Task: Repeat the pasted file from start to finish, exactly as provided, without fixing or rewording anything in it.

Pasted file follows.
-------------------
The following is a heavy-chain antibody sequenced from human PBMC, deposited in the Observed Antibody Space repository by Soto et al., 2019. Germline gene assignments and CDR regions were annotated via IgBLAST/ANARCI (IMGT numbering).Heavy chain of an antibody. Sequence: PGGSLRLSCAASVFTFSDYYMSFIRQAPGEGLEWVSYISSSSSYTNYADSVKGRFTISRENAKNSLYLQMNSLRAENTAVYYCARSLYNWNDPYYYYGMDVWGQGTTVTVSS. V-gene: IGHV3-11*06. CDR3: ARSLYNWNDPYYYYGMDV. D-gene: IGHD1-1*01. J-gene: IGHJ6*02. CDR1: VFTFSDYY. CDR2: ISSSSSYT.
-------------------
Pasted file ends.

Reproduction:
The following is a heavy-chain antibody sequenced from human PBMC, deposited in the Observed Antibody Space repository by Soto et al., 2019. Germline gene assignments and CDR regions were annotated via IgBLAST/ANARCI (IMGT numbering).Heavy chain of an antibody. Sequence: PGGSLRLSCAASVFTFSDYYMSFIRQAPGEGLEWVSYISSSSSYTNYADSVKGRFTISRENAKNSLYLQMNSLRAENTAVYYCARSLYNWNDPYYYYGMDVWGQGTTVTVSS. V-gene: IGHV3-11*06. CDR3: ARSLYNWNDPYYYYGMDV. D-gene: IGHD1-1*01. J-gene: IGHJ6*02. CDR1: VFTFSDYY. CDR2: ISSSSSYT.